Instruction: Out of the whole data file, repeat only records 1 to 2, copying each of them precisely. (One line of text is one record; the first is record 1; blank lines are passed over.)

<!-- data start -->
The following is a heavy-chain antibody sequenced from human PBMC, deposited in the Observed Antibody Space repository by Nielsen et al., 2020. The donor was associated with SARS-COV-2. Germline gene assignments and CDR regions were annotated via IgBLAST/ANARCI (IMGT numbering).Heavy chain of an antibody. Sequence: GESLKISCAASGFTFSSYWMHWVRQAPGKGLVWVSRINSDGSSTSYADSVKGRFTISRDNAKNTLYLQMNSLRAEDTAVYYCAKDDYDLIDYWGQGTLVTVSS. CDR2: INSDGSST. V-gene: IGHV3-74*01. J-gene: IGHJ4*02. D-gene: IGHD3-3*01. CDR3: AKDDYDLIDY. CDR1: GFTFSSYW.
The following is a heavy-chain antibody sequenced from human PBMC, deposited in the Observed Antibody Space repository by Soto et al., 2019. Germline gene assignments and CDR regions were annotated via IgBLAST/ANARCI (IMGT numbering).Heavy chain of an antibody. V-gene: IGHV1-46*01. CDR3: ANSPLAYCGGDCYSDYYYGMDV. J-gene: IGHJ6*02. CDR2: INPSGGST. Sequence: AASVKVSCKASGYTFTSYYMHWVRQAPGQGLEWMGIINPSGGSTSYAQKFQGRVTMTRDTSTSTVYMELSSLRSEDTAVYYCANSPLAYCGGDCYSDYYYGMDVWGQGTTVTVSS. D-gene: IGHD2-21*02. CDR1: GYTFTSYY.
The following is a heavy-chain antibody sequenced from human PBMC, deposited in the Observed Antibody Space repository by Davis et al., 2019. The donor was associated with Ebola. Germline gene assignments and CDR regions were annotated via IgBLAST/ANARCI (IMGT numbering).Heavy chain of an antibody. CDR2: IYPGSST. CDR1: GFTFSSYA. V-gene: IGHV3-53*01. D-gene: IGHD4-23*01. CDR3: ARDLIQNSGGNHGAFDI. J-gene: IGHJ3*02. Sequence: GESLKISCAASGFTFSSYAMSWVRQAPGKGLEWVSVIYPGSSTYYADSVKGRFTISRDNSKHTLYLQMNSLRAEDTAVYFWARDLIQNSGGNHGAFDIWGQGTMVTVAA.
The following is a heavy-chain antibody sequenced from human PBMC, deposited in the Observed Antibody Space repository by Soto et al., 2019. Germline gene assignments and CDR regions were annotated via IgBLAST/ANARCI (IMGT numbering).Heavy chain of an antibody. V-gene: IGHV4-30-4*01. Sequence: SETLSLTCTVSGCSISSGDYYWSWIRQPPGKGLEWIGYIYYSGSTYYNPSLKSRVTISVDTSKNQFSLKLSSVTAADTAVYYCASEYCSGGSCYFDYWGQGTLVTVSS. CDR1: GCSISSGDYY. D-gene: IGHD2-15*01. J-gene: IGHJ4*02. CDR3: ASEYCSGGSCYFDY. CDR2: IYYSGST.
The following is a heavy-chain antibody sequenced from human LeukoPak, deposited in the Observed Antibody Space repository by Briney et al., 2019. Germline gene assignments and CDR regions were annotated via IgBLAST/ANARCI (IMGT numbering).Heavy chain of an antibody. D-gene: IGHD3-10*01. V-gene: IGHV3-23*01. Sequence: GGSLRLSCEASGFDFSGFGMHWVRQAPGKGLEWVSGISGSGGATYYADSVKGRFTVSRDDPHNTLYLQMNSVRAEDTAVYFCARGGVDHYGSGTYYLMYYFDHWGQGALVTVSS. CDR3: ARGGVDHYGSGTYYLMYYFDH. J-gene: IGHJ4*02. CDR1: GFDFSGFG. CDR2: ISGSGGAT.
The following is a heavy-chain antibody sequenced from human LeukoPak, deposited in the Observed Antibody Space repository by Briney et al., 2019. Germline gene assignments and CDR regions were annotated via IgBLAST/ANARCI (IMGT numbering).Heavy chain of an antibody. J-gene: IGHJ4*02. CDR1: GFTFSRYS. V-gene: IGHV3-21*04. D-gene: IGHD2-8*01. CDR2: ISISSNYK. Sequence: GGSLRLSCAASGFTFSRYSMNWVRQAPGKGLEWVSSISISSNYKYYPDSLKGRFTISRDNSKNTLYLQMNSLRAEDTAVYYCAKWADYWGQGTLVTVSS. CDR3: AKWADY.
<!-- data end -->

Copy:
The following is a heavy-chain antibody sequenced from human PBMC, deposited in the Observed Antibody Space repository by Nielsen et al., 2020. The donor was associated with SARS-COV-2. Germline gene assignments and CDR regions were annotated via IgBLAST/ANARCI (IMGT numbering).Heavy chain of an antibody. Sequence: GESLKISCAASGFTFSSYWMHWVRQAPGKGLVWVSRINSDGSSTSYADSVKGRFTISRDNAKNTLYLQMNSLRAEDTAVYYCAKDDYDLIDYWGQGTLVTVSS. CDR2: INSDGSST. V-gene: IGHV3-74*01. J-gene: IGHJ4*02. D-gene: IGHD3-3*01. CDR3: AKDDYDLIDY. CDR1: GFTFSSYW.
The following is a heavy-chain antibody sequenced from human PBMC, deposited in the Observed Antibody Space repository by Soto et al., 2019. Germline gene assignments and CDR regions were annotated via IgBLAST/ANARCI (IMGT numbering).Heavy chain of an antibody. V-gene: IGHV1-46*01. CDR3: ANSPLAYCGGDCYSDYYYGMDV. J-gene: IGHJ6*02. CDR2: INPSGGST. Sequence: AASVKVSCKASGYTFTSYYMHWVRQAPGQGLEWMGIINPSGGSTSYAQKFQGRVTMTRDTSTSTVYMELSSLRSEDTAVYYCANSPLAYCGGDCYSDYYYGMDVWGQGTTVTVSS. D-gene: IGHD2-21*02. CDR1: GYTFTSYY.